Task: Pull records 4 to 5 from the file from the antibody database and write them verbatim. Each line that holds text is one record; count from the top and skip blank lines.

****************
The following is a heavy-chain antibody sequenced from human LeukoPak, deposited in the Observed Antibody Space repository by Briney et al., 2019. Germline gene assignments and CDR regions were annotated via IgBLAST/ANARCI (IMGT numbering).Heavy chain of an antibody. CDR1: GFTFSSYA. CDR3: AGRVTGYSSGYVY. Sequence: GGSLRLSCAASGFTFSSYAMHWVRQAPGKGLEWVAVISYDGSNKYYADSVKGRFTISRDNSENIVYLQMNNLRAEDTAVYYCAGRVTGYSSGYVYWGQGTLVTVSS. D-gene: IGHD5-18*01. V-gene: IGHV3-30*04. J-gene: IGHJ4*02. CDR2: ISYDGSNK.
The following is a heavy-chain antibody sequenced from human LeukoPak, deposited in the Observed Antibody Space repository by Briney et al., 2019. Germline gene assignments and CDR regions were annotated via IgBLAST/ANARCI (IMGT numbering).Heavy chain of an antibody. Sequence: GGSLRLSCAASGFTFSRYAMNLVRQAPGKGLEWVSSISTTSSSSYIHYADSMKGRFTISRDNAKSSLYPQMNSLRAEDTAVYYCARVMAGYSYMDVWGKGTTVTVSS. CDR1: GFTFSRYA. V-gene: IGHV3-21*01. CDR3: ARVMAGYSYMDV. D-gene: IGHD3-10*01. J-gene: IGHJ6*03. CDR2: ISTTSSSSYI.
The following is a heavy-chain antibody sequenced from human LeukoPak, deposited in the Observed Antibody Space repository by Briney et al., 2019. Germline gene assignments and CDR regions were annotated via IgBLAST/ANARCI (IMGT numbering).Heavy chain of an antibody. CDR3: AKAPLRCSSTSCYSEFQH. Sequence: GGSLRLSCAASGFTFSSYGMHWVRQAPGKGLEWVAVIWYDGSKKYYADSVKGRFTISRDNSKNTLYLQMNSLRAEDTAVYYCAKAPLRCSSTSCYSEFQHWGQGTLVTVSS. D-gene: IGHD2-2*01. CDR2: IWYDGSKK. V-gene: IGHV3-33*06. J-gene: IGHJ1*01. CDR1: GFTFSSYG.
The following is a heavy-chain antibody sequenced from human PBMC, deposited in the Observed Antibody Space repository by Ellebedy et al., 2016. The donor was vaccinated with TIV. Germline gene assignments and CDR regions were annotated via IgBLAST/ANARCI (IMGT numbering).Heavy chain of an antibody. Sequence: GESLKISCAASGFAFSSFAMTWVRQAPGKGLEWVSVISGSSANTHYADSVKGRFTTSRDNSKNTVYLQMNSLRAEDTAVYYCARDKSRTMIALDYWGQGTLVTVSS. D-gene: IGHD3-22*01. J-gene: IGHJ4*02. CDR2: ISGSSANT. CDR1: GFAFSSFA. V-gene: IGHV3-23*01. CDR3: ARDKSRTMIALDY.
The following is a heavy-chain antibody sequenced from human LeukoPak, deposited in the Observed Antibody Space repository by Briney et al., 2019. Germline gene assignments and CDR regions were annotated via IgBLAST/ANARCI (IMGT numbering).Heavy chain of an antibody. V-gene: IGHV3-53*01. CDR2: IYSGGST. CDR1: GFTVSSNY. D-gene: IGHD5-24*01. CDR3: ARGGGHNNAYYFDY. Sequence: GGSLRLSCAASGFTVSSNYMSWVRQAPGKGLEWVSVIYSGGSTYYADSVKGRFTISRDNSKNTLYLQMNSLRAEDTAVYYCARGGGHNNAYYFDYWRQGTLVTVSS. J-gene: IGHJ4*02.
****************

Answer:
The following is a heavy-chain antibody sequenced from human PBMC, deposited in the Observed Antibody Space repository by Ellebedy et al., 2016. The donor was vaccinated with TIV. Germline gene assignments and CDR regions were annotated via IgBLAST/ANARCI (IMGT numbering).Heavy chain of an antibody. Sequence: GESLKISCAASGFAFSSFAMTWVRQAPGKGLEWVSVISGSSANTHYADSVKGRFTTSRDNSKNTVYLQMNSLRAEDTAVYYCARDKSRTMIALDYWGQGTLVTVSS. D-gene: IGHD3-22*01. J-gene: IGHJ4*02. CDR2: ISGSSANT. CDR1: GFAFSSFA. V-gene: IGHV3-23*01. CDR3: ARDKSRTMIALDY.
The following is a heavy-chain antibody sequenced from human LeukoPak, deposited in the Observed Antibody Space repository by Briney et al., 2019. Germline gene assignments and CDR regions were annotated via IgBLAST/ANARCI (IMGT numbering).Heavy chain of an antibody. V-gene: IGHV3-53*01. CDR2: IYSGGST. CDR1: GFTVSSNY. D-gene: IGHD5-24*01. CDR3: ARGGGHNNAYYFDY. Sequence: GGSLRLSCAASGFTVSSNYMSWVRQAPGKGLEWVSVIYSGGSTYYADSVKGRFTISRDNSKNTLYLQMNSLRAEDTAVYYCARGGGHNNAYYFDYWRQGTLVTVSS. J-gene: IGHJ4*02.